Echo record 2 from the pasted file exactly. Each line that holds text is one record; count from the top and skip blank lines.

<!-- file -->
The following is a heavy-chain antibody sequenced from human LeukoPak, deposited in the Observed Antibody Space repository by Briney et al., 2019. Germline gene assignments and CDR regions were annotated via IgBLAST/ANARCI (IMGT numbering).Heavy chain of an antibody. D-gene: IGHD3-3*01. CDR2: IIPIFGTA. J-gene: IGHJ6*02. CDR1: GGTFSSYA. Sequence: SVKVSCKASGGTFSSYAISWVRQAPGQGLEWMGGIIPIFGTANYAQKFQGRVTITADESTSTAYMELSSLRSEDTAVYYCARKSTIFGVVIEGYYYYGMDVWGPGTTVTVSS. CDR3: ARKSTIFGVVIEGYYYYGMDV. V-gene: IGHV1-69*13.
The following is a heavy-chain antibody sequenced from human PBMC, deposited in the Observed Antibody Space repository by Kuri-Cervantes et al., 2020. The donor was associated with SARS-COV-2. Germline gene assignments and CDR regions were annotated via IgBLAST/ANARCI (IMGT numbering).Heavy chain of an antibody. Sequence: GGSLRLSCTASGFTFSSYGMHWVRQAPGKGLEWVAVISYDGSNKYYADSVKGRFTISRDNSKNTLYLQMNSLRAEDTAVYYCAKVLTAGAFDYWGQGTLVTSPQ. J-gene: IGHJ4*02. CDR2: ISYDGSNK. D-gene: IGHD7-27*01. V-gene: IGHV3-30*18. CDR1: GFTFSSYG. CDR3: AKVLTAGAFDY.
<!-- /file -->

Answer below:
The following is a heavy-chain antibody sequenced from human PBMC, deposited in the Observed Antibody Space repository by Kuri-Cervantes et al., 2020. The donor was associated with SARS-COV-2. Germline gene assignments and CDR regions were annotated via IgBLAST/ANARCI (IMGT numbering).Heavy chain of an antibody. Sequence: GGSLRLSCTASGFTFSSYGMHWVRQAPGKGLEWVAVISYDGSNKYYADSVKGRFTISRDNSKNTLYLQMNSLRAEDTAVYYCAKVLTAGAFDYWGQGTLVTSPQ. J-gene: IGHJ4*02. CDR2: ISYDGSNK. D-gene: IGHD7-27*01. V-gene: IGHV3-30*18. CDR1: GFTFSSYG. CDR3: AKVLTAGAFDY.